Meantime the two armed men had increased their numbers, and some of Bouille’s German hussars joined the crowd, more or less drunk. The cabriolet had also been stopped and the maids in it hustled into the inn. But it seemed that the passports were in order, and the Varennes officials were prepared to let the coach continue on its way. It was the crisis of the French monarchy. Escape seemed once more certain, when Drouet intervened. He knew that Bouille’s son was waiting beyond the river, and that Bouille himself would arrive soon after dawn with ample forces. What
lie sought to gain was time; on no account must the King cross the Aire till morning.
The embarrassed officials yielded to his threats and fury. “ If there is any doubt’ said the procurator, “ it will do no harm to wait for daylight. It is a dark night and the beasts are tired.” He would endorse the passports in the morning. He assisted the King and the Queen to alight, and escorted them to his own house. Hope was not yet wholly gone, for there were still Choiseul and his hussars blundering through the Argonne woods. Meantime the fierce Drouet had had the tocsin sounded and every soul in Varennes was in the streets, waiting on some happening, they knew not what.
Just about dawn Choiseul arrived with his German troopers. He saw what was astir, and had he had Frenchmen in his command all might have been saved. He urged them to rescue the King, and ordered them to charge to clear the streets, which they did, and formed up outside M. Sausse’s house, in which Marie Antoinette and her two children were lying huddled on truckle beds. Outside was the perpetual noise of drums and men; every one who could find any kind of weapon trooped up to it and thronged the square. Meantime, young Bouille across the river had heard the tocsin, and, being uncertain what to do, had returned to his father.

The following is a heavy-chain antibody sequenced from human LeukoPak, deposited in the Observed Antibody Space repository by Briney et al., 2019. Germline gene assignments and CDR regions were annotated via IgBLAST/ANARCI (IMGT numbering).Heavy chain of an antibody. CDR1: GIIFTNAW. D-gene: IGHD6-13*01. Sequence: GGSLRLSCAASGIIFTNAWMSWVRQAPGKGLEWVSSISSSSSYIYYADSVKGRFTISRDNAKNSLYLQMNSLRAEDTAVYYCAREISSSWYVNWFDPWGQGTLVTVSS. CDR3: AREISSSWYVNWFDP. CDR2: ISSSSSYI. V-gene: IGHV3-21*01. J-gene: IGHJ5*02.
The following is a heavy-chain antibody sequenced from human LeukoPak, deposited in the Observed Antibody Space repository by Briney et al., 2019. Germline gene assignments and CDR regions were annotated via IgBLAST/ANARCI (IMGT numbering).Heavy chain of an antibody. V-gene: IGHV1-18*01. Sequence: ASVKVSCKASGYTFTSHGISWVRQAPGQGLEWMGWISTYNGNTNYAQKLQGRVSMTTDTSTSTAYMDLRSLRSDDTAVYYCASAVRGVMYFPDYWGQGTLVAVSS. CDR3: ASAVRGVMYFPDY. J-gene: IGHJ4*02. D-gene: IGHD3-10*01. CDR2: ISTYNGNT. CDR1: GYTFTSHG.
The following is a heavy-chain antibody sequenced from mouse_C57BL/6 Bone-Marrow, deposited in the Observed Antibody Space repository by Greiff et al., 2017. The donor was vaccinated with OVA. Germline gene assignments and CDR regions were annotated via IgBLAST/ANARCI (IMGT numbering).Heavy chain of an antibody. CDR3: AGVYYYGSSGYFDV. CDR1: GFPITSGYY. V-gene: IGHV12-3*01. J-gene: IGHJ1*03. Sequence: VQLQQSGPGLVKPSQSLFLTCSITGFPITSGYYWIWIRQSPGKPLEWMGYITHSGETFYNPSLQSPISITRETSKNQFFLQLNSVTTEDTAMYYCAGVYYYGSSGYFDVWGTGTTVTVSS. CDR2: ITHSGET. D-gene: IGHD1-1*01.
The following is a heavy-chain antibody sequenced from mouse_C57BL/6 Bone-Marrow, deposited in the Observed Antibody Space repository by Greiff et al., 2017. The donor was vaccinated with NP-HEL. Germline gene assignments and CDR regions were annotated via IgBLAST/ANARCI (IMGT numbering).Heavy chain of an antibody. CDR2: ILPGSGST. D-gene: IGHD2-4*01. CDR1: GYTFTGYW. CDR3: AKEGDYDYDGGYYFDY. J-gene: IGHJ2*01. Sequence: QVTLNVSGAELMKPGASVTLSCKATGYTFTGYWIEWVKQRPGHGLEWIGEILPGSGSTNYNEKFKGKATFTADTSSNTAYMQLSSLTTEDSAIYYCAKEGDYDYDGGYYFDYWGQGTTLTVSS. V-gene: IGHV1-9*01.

When the morning light broadened the whole neighbourhood was gathered outside the procurator’s house. M. Sausse, a devotee of official decorum, felt compelled to endorse the passports and let the royal family continue their journey. But Drouet had other views, and these views were shared by the crowd in tlie streets. Choiseul, had his mercenaries been of any value, had still the game in his hands. For the second time he ordered them to charge. But the German hussars, comprehending nothing except that there was a large number of formidable citizens opposed to them, sat still on their horses. The King in his green coat appeared at the window of his lodging and was greeted with cheers and with something else which meant the ruin of his hopes, for the mob of ten thousand with one voice shouted, “ Back to Paris! ”